After visiting Leiston Abbey ruins we travelled onto Framlingham Castle.
The castle is in the middle of the small town of Framlingham, with its only small car park. There is another car park nearby with a little on street parking just outside too. It’s £3 to park all day, so if you want to explore outside the castle too, it’s worth making use of the car park. We arrived not long after opening and grabbed one of the last 2 spaces, so it does fill up fast.
We booked in advance (it’s cheaper that way) the day before. If you’re an English Heritage member it’s free to visit. N refused to have the audio tour, but I’d definitely recommend it. There’s only a few information boards around the place otherwise, so it would have been nice to find out more.
The history of Framlingham Castle
There’s a rich history back to Domesday times from the point when it was a timber built fortress, before being built in stone, then after uprisings and being dismantled by Henry II, it was rebuilt again as it is today from 1189. You can find out more about the history with dukedoms, duchesses and royalty involvement including King John, Mary I and Elizabeth I. It ended up with the building of a workhouse, before being finally managed by English Heritage in 1984.
Features to watch out for are the different tudor chimneys on each tower, some of the oldest surviving 12th century and Tudor chimneys.
We started off with the exhibition in the former workhouse. This takes you through the history from the workhouse days, to Mary’s influence. There’s normal displays, but also some interactive activities like matching the food to whether you were rich or poor. There’s also a dressing up area which some younger children were enjoying while we were there.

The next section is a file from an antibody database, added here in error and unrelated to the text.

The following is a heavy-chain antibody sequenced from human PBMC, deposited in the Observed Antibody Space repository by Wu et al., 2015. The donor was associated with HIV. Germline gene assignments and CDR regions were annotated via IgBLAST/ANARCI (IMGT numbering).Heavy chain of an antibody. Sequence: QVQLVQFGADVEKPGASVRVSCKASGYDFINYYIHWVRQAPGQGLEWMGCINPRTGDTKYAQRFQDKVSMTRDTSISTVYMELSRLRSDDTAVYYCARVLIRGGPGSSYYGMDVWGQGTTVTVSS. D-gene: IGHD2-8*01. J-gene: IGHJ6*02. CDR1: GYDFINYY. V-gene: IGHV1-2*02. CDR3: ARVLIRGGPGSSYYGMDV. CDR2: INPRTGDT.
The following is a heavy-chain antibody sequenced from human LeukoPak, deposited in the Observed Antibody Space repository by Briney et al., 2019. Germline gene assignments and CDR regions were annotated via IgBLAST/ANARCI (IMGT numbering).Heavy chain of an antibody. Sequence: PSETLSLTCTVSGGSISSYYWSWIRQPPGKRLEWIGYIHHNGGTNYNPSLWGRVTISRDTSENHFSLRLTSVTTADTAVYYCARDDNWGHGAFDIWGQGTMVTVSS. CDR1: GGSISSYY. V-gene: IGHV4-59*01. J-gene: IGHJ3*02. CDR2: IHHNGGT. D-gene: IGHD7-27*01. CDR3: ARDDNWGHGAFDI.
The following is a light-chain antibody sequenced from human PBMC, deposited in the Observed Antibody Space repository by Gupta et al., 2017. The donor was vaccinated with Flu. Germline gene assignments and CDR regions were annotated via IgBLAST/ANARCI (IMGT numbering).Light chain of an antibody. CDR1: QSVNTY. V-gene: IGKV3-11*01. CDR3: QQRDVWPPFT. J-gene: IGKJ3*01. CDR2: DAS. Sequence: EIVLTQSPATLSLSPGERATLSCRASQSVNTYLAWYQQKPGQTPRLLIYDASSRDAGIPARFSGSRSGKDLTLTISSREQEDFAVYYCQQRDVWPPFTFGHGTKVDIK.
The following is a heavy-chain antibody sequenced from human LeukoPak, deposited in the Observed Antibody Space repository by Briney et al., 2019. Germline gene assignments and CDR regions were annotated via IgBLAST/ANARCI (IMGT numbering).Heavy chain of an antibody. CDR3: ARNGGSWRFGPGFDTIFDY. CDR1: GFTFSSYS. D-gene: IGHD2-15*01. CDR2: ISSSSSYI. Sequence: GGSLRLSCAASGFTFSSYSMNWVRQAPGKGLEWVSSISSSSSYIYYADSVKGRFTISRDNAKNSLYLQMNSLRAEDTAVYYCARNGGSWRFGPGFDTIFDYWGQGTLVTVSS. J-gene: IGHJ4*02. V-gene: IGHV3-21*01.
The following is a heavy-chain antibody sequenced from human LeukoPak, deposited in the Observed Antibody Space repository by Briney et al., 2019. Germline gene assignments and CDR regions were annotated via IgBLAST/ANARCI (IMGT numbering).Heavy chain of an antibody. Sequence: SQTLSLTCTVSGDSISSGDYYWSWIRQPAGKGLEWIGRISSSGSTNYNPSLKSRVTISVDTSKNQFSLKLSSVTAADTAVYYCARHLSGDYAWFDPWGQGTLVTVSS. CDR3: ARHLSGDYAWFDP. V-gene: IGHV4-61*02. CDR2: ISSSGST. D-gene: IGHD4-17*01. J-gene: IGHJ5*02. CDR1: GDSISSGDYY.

It was quite busy in the small rooms of the exhibition, so we didn’t hang around in there long. We just wanted to get out and walk the castle walls.
Walking the castle walls
The walls have been preserved so we can walk them and explore. Over 10 metres high and 2 metres thick, it’s really good to be able to walk all the way around and see the view from all angles.
We could see the activity tents, while we were there they were explaining and showing medieval concrete.
Looking outside in one direction we could look over to the deer parks, and another to the ‘party’ lawn where they would have picnicked and relaxed. The remains of the bridge posts to the lawn were still there to see too.
We finished off with a drink and delicious sausage roll in the cafe. There was a fair variety of cakes and savoury foods, plus ice creams to choose from. Outside there are plenty of picnic tables to bring your own food too, although we definitely wanted to sit inside in the cool.
If you don’t do the audio tour, and there’s no activities happening on your visit, you might find Framlingham Castle is quite a short visit. We were finished in an hour (we are quite speedy as N doesn’t stop to read all the displays). It’s a nice morning or afternoon visit to a less commercial. but no less interesting, castle than some others are.
Have you ever been to Framlingham Castle?